To make parking less of a chore, Bosch and Siemens are jointly developing a second application, a smart parking-management system, based on blockchain. By making use of distributed ledger technology (DLT), cars will be able to communicate directly with parking facilities in their vicinity and negotiate the best terms.

As soon as the car reaches the entrance of a parking garage, it will identify itself at the entry barrier, which will then be raised without the driver having to remove a ticket from the dispenser. The driver will also be able to leave the parking garage without further ado, since the vehicle will have already communicated with the exit barrier and settled the parking fee in a virtual transaction.

At present, the prototype has been installed at Bosch’s Renningen research campus and at the Siemens campus in Munich.

Distributed structures 

Distributed structures means data is decentralised. Rather than a few platform providers storing data in their data centers, here it is spread across numerous servers.

“To build trust in digital ecosystems, we need open platforms in which users have the power to decide for themselves,” says Volkmar Denner, CEO of Bosch.

This will ultimately benefit people. If users are “captive,” a web platform provider can change its terms of use at will. By gaining independence from the big internet players, users no longer have to blindly accept such changes.

“We are building trust in internet platforms with these distributed structures. They enable many players to participate,” says Michael Bolle, board of management member and CDO/CTO, Bosch.

Distributed platforms operated by an ecosystem encompassing numerous equal partners are also better protected against external attacks.

LED lazer lights

LED Lights today can send messages by using projection technologies. Here in this photo is the Osram developed LED lamps for cars to beam messages.

LED lightsIllumination to communication

While many people regard autonomous vehicles and electric mobility as the future of automotive industry, the automotive lighting market is also fast catching up.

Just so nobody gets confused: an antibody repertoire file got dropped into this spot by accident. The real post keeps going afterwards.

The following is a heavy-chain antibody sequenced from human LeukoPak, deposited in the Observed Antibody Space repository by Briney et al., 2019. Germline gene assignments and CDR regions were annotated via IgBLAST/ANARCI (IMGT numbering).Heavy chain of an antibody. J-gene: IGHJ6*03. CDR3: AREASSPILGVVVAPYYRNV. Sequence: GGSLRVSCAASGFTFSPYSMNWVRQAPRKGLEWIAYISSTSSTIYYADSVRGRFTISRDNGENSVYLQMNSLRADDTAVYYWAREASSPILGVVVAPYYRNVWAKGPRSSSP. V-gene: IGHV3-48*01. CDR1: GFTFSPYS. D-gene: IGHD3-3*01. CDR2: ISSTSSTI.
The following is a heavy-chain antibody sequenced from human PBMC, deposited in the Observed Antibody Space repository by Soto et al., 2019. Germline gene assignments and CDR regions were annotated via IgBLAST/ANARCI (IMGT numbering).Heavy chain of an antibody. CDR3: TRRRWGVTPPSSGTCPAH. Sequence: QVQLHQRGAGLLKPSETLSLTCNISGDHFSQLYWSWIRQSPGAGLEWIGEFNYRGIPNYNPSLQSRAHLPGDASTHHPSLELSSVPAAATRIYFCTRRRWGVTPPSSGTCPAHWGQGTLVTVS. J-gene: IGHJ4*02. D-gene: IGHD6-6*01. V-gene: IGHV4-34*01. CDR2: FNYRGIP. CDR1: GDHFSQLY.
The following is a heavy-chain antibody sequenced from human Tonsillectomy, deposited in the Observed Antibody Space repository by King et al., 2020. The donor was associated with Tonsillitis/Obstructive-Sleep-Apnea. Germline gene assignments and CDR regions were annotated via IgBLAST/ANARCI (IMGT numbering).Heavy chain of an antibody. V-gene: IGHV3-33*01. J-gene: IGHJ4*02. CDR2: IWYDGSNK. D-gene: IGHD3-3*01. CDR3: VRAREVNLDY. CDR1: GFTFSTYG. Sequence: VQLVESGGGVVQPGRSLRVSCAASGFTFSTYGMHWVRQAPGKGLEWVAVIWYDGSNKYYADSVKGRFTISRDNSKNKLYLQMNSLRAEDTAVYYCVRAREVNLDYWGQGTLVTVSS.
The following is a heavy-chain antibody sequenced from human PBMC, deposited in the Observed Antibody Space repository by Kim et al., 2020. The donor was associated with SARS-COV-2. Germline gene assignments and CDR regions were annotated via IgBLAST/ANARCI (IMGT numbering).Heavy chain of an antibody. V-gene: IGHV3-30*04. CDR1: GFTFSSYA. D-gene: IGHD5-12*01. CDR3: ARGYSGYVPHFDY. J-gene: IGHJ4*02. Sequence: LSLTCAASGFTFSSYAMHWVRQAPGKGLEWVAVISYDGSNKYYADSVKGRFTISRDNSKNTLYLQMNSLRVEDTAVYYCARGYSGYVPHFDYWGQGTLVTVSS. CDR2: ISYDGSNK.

For instance, Continental is exploring the future of modern lighting systems with its new joint venture – Osram Continental GmbH. While Osram supplies state-of-the-art lighting technology, Continental takes care of the electronics and software

“We have created a new company that will rethink the future of automotive lighting,” says Dirk Linzmeier, CEO of Osram Continental.

The first product to emerge from the development pipeline includes the Smartrix modules, which enable glare-free high beam light and dynamic low beam light, and laser headlights with a reach of 600 meters.

Another product is a system that can project warning messages while driving on the road. For example, if there is an alert telling the driver about an uncovered drain on the road, people can avoid driving through the drain, and also avert any accident.

Commenting about the future of mobility, Elmar says: “The future is already moving from electric vehicle technology to fuel cells, and we are looking at the impact of those technologies by 2030.”

A fuel cell uses chemical reactions to produce energy rather than using metals like lithium or lead that enable current battery technologies.

At least what is real is the software component that enables the bridge between all these technologies, which is a trillion-dollar opportunity according to all automobile companies.

(Edited By Megha Reddy)